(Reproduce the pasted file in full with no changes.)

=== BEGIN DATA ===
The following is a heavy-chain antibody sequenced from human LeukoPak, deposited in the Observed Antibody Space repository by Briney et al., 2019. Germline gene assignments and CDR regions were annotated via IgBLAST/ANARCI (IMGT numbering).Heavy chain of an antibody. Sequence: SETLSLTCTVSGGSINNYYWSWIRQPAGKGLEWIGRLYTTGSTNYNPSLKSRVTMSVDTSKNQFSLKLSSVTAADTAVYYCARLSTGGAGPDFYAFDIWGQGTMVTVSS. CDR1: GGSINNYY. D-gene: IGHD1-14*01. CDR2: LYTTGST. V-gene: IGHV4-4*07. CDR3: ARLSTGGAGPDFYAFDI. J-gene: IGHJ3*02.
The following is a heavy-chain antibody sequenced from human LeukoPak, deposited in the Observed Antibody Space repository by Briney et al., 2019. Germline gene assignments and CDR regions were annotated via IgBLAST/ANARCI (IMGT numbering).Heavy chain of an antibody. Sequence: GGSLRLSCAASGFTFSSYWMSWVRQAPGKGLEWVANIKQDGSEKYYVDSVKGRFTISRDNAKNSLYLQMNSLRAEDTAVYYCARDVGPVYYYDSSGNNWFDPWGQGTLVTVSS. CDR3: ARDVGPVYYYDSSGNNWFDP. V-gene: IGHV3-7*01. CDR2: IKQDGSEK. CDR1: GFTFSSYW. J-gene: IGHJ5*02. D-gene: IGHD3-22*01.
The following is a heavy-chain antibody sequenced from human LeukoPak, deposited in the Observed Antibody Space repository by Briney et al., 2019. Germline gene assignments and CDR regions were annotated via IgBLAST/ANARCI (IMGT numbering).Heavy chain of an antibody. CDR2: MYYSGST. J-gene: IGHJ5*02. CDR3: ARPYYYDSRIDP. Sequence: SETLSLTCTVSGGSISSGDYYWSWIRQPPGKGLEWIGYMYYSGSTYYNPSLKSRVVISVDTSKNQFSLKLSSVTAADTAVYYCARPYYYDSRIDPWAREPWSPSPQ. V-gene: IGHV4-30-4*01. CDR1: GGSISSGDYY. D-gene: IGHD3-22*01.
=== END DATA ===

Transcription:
The following is a heavy-chain antibody sequenced from human LeukoPak, deposited in the Observed Antibody Space repository by Briney et al., 2019. Germline gene assignments and CDR regions were annotated via IgBLAST/ANARCI (IMGT numbering).Heavy chain of an antibody. Sequence: SETLSLTCTVSGGSINNYYWSWIRQPAGKGLEWIGRLYTTGSTNYNPSLKSRVTMSVDTSKNQFSLKLSSVTAADTAVYYCARLSTGGAGPDFYAFDIWGQGTMVTVSS. CDR1: GGSINNYY. D-gene: IGHD1-14*01. CDR2: LYTTGST. V-gene: IGHV4-4*07. CDR3: ARLSTGGAGPDFYAFDI. J-gene: IGHJ3*02.
The following is a heavy-chain antibody sequenced from human LeukoPak, deposited in the Observed Antibody Space repository by Briney et al., 2019. Germline gene assignments and CDR regions were annotated via IgBLAST/ANARCI (IMGT numbering).Heavy chain of an antibody. Sequence: GGSLRLSCAASGFTFSSYWMSWVRQAPGKGLEWVANIKQDGSEKYYVDSVKGRFTISRDNAKNSLYLQMNSLRAEDTAVYYCARDVGPVYYYDSSGNNWFDPWGQGTLVTVSS. CDR3: ARDVGPVYYYDSSGNNWFDP. V-gene: IGHV3-7*01. CDR2: IKQDGSEK. CDR1: GFTFSSYW. J-gene: IGHJ5*02. D-gene: IGHD3-22*01.
The following is a heavy-chain antibody sequenced from human LeukoPak, deposited in the Observed Antibody Space repository by Briney et al., 2019. Germline gene assignments and CDR regions were annotated via IgBLAST/ANARCI (IMGT numbering).Heavy chain of an antibody. CDR2: MYYSGST. J-gene: IGHJ5*02. CDR3: ARPYYYDSRIDP. Sequence: SETLSLTCTVSGGSISSGDYYWSWIRQPPGKGLEWIGYMYYSGSTYYNPSLKSRVVISVDTSKNQFSLKLSSVTAADTAVYYCARPYYYDSRIDPWAREPWSPSPQ. V-gene: IGHV4-30-4*01. CDR1: GGSISSGDYY. D-gene: IGHD3-22*01.